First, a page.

In Narva, about three hours by train from Tallinn, between 10 and 30 Ukrainians currently arrive each day, volunteers helping the refugees estimate. Those who want to stay in Estonia are provided with support. Those who want to continue their journey can take a bus to Riga or Prague. In the nearby offices of the aid organizations, you meet people who were still in Mariupol only a week ago. You can see the terror and exhaustion in their faces. Nevertheless, many still find warm words for Russia, with some emphasizing Moscow's help in rebuilding the city.

People at the Russian-Estonian border in Narva: Some of the people here were still in Mariupol only a week ago. You can see the terror and exhaustion in their faces.

People at the Russian-Estonian border in Narva: Some of the people here were still in Mariupol only a week ago. You can see the terror and exhaustion in their faces.

Foto:

Dimitrij Leltschuk / DER SPIEGEL

The cruiseferry Isabelle is anchored in the Estonian capital Tallinn. Before the coronavirus pandemic, the ship transported passengers between Riga and Stockholm. It is now being used to accommodate Ukrainian refugees.

The cruiseferry Isabelle is anchored in the Estonian capital Tallinn. Before the coronavirus pandemic, the ship transported passengers between Riga and Stockholm. It is now being used to accommodate Ukrainian refugees.

Foto:

Dimitrij Leltschuk / DER SPIEGEL

A fir sapling in a flower pot in the window on the Isabelle

A fir sapling in a flower pot in the window on the Isabelle

Foto:

Dimitrij Leltschuk / DER SPIEGEL

It's not easy to find people who shared Krasnikov's experience among the 1,800 inhabitants of the refugee ship in Tallinn. Most of the Ukrainians you meet in Estonia entered via Russia; however, many have lived with relatives there and didn't have any experiences involving deportation.

Around 1,770 kilometers as the crow flies from Narva, Valeriya Kurbonova is sitting in a Brussels café on a recent summer day. The 22-year-old has her dark hair tied back in a ponytail and is wearing a black and white plaid shirt, black jeans and sneakers. She doesn't stand out in the crowded city. Like Krasnikov, she was born in Mariupol and worked there as a cosmetics salesperson. Earning money, decorating her apartment nicely, going out with friends – that was her life.

Kurbonova survived a missile strike in Mariupol. When shrapnel from a bomb pierced one of her boots, she said, her friend yelled at her not to cry, there was a man lying next to her with no head. She goes to smoke every 30 minutes.

She also left Mariupol in a bus of Russians who told her that it was too dangerous in Ukraine. She passed through a filtration camp in Novoazovsk, which has been part of the self-proclaimed Donetsk People's Republic since 2014, where she had to strip down to her underwear. Like Krasnikov, she was taken to Taganrog. In the gymnasium there, she says helpers told her she would be going to Khabarovsk, deep in eastern Russia. "You can find your dream job there." She says she wasn't given any choice in the matter.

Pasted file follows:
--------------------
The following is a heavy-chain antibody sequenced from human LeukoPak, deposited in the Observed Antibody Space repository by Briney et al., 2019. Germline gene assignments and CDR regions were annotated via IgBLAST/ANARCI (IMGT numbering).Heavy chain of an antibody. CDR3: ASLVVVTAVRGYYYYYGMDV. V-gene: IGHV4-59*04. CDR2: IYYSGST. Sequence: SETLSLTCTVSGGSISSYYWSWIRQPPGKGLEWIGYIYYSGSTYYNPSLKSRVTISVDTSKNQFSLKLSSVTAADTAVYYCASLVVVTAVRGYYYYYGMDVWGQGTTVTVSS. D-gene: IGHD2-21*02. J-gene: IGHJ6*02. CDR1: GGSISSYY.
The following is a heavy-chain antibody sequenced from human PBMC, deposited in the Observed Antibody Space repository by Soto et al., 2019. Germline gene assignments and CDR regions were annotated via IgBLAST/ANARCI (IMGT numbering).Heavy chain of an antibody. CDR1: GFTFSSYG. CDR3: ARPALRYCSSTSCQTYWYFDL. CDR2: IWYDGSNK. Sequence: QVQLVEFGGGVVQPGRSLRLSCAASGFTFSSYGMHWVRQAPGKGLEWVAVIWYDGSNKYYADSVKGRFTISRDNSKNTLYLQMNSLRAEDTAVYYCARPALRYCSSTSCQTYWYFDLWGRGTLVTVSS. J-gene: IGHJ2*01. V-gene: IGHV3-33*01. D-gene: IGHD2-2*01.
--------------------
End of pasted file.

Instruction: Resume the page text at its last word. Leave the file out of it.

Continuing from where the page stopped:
But, Kurbonova says: "Anything seemed better than lying dead in Mariupol." Together with her sister and her sister's family, she boarded the train that traveled across Russia. The journey lasted nine days. She says the views were wonderful. Meadows, deep forests. The train stopped every now and then and they would buy vodka.

She recounts that the 550 refugees from Mariupol arrived in Khabarovsk on April 29 at noon. Here, too, there was a crowd at the station. "Everyone wanted to talk to us." Kurbonova says she pulled her hood over her head until she arrived at her new accommodations. On the video that she later showed to the New York Times, you can see a neatly prepared room with a television. Unlike Vladyslav Krasnikov, Kurbonova tried to start a new life in Russia.

The choices presented to her by the employment office included becoming a "cleaning lady, an administrator or ticket controller" on public transportation. They wanted to pay her around 15,000 rubles a month, the equivalent of about 250 euros. In order to work, though, she would have had to give up her Ukrainian passport and take Russian citizenship. There was also a condition that she not leave the Khabarovsk region for the time being. For that they offered her another 650,000 rubles, about 10,600 euros. "I didn't want to do that," she says.

Kurbonova wrapped herself in a Ukrainian flag for this photo in Brussels: She wants to earn money here and then move back to Ukraine as quickly as possible.

Kurbonova wrapped herself in a Ukrainian flag for this photo in Brussels: She wants to earn money here and then move back to Ukraine as quickly as possible.

Foto:

Dimitrij Leltschuk / DER SPIEGEL

On the internet, Kurbonova came across an aid network for abducted Ukrainians. Using the messenger app Telegram, she got in touch with a woman in Russia who had connections to Estonia. The helper got her a plane ticket to Moscow, and from there Kurbonova traveled by train through St. Petersburg to Narva and then on to Brussels on May 22. She is now learning English with a host family. She wants to earn money, maybe as a warehouse worker and then quickly return to Ukraine.

Krasnikov, the actor from Mariupol, also has plans. On the ship, he talks about his new job at the city's Russian-language theater. He found employment here after applying at only three places. But he doesn't feel like he has arrived.

Krasnikov standing in front of the Russian theater in Tallinn: He now has a job here, but he also carries his actor ID from the destroyed theater in Mariupol.

Krasnikov standing in front of the Russian theater in Tallinn: He now has a job here, but he also carries his actor ID from the destroyed theater in Mariupol.

Foto:

Dimitrij Leltschuk / DER SPIEGEL

He mourns the people who died under the rubble of the theater in Mariupol. He wants to seek advice from a psychologist because he feels guilty about having survived. While parts of the former ensemble continue in western Ukraine, others are rebuilding the theater in Mariupol with the Russians.

In September, the theater is scheduled to stage its first play since the attack. In Russian.

Editor's Note: An earlier version of this story spelled the name of a protagonist Valeriya Korbonova. Her name, however, is Valeriya Kurbonova. We regret the error.